Cheating is the antithesis of British values. This is a country that prides itself on queueing, fair play and following the rules. I migrated to Britain because I admire and respect its values. It is my adopted home and I cherish the privilege of living here and will eagerly fight for what makes this country so great.
That starts with upholding British law. Together with two other whistleblowers, I reported Vote Leave to the Electoral Commission, the Information Commissioner’s Office and Metropolitan Police for breaches of electoral and data protection law. I reported Leave.EU’s dealings with the Russian embassy to the National Crime Agency and intelligence services. These actions, I thought, were what any reasonable person would do in the same situation.
But when reasonable questions are asked, those implicated either gaslight or explode into vitriolic attacks – and Remainers stay silent. As if out of some political affair from the 1950s, No.10 publicly outed Shahmir Sanni, one of the Vote Leave whistleblowers, in an official press release. I have received grotesque homophobic abuse and have been physically assaulted in the street. Leave.EU distributed videos of a woman superimposed with Guardian journalist Carole Cadwalladr’s face being tied to a chair and beaten up to the tune of the Russian national anthem.
Normally crime scenes are dealt with by the police and courts. But in the case of Brexit, there is very little we can do in the courts. Were this a typical parliamentary election, a hearing in the election court could be called. Under these sets of facts, it is likely that a British judge would call for a by-election. But these are not normal times and the slapdash legislation that created the referendum did not consider a situation where the result could be tainted by cheating. The election court would not have authority to call a by-election in the case of widespread cheating in the 2016 referendum.
Unfortunately, the only way to resolve this is in parliament. Yet this relies on a government where the investigations could yet involve special advisers and cabinet ministers.
When Leave apologists say this should be left as a matter for the authorities, they know this creates a situation where Vote Leave could be found guilty of criminal offences, but the fruit of that criminal enterprise – Brexit – would nonetheless remain intact. In other words, the most fundamental change to the British constitutional settlement in a generation would be a product of electoral fraud.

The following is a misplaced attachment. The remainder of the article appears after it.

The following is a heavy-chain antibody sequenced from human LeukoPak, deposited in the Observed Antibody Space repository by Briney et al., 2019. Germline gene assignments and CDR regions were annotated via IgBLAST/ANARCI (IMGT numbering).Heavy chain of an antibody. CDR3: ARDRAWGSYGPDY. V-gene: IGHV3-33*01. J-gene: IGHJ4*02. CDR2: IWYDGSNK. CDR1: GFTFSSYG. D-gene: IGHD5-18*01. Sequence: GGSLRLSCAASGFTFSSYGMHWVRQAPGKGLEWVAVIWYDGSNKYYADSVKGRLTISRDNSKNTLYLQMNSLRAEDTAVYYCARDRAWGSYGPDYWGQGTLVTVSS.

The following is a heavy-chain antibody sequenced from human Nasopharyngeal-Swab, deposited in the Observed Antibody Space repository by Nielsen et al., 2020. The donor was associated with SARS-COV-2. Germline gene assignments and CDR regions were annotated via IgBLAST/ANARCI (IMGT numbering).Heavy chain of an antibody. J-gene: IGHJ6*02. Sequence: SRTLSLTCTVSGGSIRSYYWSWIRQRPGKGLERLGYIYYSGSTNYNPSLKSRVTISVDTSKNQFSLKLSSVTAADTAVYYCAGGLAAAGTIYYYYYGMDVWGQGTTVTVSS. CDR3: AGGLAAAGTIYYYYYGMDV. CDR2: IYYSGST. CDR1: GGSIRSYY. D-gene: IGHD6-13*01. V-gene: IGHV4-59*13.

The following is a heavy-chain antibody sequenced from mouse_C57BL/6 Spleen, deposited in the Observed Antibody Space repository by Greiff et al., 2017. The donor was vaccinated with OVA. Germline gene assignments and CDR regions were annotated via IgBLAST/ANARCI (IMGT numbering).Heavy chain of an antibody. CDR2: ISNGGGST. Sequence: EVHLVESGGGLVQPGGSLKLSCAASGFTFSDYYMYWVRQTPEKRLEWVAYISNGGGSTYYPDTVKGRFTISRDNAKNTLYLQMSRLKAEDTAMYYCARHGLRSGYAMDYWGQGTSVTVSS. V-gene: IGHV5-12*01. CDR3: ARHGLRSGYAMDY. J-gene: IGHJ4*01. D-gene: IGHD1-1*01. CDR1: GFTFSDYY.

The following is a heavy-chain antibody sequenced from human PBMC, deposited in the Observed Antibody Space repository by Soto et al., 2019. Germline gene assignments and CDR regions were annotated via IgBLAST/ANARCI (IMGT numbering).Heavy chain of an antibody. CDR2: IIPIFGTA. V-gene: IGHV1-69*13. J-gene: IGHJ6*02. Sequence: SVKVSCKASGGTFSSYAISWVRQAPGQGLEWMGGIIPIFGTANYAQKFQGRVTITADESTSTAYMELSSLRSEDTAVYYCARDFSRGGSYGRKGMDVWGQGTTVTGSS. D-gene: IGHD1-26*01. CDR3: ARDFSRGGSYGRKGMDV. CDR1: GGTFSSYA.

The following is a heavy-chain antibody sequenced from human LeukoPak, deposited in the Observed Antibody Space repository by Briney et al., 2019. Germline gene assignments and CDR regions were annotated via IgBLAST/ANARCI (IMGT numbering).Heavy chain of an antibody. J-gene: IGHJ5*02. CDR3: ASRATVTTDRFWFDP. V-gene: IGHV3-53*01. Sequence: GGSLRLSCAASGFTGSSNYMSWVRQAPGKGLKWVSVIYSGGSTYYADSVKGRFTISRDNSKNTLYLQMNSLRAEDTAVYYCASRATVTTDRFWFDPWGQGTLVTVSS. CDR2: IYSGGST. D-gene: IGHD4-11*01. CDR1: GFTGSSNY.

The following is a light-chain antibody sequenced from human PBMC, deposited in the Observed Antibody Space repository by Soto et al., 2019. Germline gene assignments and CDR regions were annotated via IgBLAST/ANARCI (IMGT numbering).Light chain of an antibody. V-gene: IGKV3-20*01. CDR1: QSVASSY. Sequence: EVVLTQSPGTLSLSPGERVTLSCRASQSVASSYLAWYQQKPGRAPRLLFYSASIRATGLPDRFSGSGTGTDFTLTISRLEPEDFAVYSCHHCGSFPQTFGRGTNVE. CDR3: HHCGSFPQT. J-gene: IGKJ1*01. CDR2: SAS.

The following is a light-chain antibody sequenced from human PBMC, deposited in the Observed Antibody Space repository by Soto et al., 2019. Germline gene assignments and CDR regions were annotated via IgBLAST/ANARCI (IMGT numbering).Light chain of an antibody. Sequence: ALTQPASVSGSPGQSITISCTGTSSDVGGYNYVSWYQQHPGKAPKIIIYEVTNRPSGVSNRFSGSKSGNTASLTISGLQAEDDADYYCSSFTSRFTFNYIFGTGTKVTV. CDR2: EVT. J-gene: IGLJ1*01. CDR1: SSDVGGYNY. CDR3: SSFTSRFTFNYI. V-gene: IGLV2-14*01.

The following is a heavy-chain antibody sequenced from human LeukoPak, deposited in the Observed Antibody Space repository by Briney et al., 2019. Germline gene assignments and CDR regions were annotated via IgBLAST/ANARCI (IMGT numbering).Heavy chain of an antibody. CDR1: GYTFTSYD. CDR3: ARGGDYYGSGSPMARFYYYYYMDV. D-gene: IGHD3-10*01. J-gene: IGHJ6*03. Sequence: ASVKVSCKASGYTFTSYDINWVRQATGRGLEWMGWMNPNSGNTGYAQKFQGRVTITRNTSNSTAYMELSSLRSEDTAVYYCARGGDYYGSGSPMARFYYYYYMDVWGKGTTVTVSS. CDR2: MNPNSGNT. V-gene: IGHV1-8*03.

So much for the rule of law. If there are no consequences, why would any future campaign bother following the law?
For those who argue that Leave would have won anyway, or that cheating did not affect votes, this misses the point of having electoral laws in the first place. As Justice Mawrey explained in the case Erlam v Rahman: ‘In elections, as in sport, those who win by cheating have not properly won and are disqualified. Nor is it of any avail for the candidate to say ‘I would have won anyway’ because cheating leads to disqualification whether it was necessary for the victory or not.’
Cheating is banned in elections because it creates undue influence on the electorate. More resources mean a disproportionate number of voters can be immersed in one campaign’s messaging.
If the same occurred in Kenya or Nigeria, British electoral observers would demand a new vote free of cheating. We should apply the same standards here at home. It is uncomfortable to imagine that British democracy is vulnerable, but elections here are not insulated from electoral fraud and foreign manipulation. We are now in the surreal position of both major parties continuing to claim that the referendum represents the ‘Will of the British People’.
That is simply untrue. Yet, Remainers stay silent. This silence is not just a failure in political strategy for those wishing to remain in the EU, it is a failure to fight for the legal underpinnings of our democracy.
The findings so far suggest that Brexit is the fruit of a poisoned tree.
We cannot let its poisoned fruit corrupt the most fundamental laws of this country. The referendum was one of the largest institutional failures in modern British history, and it is only being made worse by the silence of pro-EU campaigns who seem to care more about remoaning than the assault being committed against the rule of law.